The outlook for Ireland looks grim – and a world away from the dynamism of the Celtic Tiger days Bruton’s coalition government helped usher in. “There will be all sorts of problems," he said. "Separate permits for truck drivers operating across two jurisdictions, people having to pay for the right to use foreign roads, and a whole range of other issues.” 

Last week, an anti-Brexit protest on the border in Killeen, County Louth, saw mock customs checks bring traffic to a near standstill. But, so far, the discussion around what the future looks like for the 260 border crossings has focused predominantly on its potential effects on Ulster’s fragile peace. Last week Bruton’s successor as Taoiseach, Bertie Ahern, warned “any sort of physical border” would be “bad for the peace process”. 

Bruton does not disagree, and is concerned by what the UK’s withdrawal from the European Convention on Human Rights might mean for the Good Friday Agreement. But he believes the preoccupation with the legacy of violence has distracted British policymakers from the potentially devastating economic impact of Brexit. “I don’t believe that any serious thought was given to the wider impact on the economy of the two islands as a whole," he said.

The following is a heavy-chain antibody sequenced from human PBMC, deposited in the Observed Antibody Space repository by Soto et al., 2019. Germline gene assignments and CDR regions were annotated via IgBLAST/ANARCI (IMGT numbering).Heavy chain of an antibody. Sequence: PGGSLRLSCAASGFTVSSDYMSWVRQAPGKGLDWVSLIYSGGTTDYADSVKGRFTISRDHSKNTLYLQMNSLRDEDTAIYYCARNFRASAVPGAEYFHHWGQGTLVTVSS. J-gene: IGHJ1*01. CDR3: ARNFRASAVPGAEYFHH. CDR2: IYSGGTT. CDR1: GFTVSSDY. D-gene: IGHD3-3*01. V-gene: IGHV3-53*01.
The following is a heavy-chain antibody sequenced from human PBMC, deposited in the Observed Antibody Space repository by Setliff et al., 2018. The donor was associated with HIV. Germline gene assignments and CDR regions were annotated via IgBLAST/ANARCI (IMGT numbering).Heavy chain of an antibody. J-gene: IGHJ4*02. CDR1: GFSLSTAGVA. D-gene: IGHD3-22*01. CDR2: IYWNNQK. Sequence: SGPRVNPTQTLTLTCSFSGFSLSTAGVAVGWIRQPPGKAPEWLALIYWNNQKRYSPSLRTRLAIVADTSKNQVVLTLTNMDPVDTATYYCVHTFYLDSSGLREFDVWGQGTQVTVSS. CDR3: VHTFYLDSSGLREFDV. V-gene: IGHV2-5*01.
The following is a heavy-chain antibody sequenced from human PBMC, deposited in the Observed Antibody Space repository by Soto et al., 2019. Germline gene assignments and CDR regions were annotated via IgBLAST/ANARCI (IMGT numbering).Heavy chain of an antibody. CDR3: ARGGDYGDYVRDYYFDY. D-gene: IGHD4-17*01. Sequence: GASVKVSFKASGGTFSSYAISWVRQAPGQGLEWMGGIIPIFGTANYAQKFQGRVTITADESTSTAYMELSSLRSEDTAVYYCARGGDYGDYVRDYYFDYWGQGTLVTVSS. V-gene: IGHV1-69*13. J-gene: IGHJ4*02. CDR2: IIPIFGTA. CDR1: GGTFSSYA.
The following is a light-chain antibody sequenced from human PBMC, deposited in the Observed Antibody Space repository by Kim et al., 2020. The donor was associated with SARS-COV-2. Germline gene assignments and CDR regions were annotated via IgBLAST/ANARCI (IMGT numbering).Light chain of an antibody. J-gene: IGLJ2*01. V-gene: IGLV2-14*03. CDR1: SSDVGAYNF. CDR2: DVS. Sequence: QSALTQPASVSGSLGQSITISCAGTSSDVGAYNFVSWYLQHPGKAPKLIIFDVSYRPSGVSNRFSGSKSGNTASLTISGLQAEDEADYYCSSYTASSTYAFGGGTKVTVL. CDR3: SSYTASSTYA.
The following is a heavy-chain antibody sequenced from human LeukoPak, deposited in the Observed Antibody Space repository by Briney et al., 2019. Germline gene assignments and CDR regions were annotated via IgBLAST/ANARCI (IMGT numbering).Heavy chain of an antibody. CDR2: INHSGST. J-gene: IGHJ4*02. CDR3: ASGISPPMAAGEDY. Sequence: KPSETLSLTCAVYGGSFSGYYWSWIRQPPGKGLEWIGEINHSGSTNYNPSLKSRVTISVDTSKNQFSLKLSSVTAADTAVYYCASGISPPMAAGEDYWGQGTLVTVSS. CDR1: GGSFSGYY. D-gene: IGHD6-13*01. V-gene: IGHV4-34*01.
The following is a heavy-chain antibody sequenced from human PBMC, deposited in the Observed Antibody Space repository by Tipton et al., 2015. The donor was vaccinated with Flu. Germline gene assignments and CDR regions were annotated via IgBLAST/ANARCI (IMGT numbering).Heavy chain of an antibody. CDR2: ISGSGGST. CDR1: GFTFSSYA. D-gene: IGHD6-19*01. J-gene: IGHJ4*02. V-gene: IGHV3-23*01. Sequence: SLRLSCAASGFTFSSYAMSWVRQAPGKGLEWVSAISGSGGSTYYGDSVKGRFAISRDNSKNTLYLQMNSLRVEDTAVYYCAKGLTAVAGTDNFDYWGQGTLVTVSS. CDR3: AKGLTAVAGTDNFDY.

The collapse in the pound has already hit Irish exporters, for whom British sales are worth £15bn. Businesses that work across the border could yet face the crippling expense of duplicating their operations after the UK leaves the customs union and single market. This, he says, will “radically disturb” Ireland’s agriculture and food-processing industries – 55 per cent of whose products are sold to the UK. A transitional deal will "anaesthetise" people to the real impact, he says, but when it comes, it will be a more seismic change than many in London are expecting. He even believes it would be “logical” for the UK to cover the Irish government’s costs as it builds new infrastructure and employs new customs officials to deal with the new reality.

Despite his past support for Britain, the government's push for a hard Brexit has clearly tested Bruton's patience. “We’re attempting to unravel more than 40 years of joint work, joint rule-making, to create the largest multinational market in the world," he said. It is not just Bruton who is frustrated. The British decision to "tear that up", he said, "is regarded, particularly by people in Ireland, as a profoundly unfriendly act towards neighbours".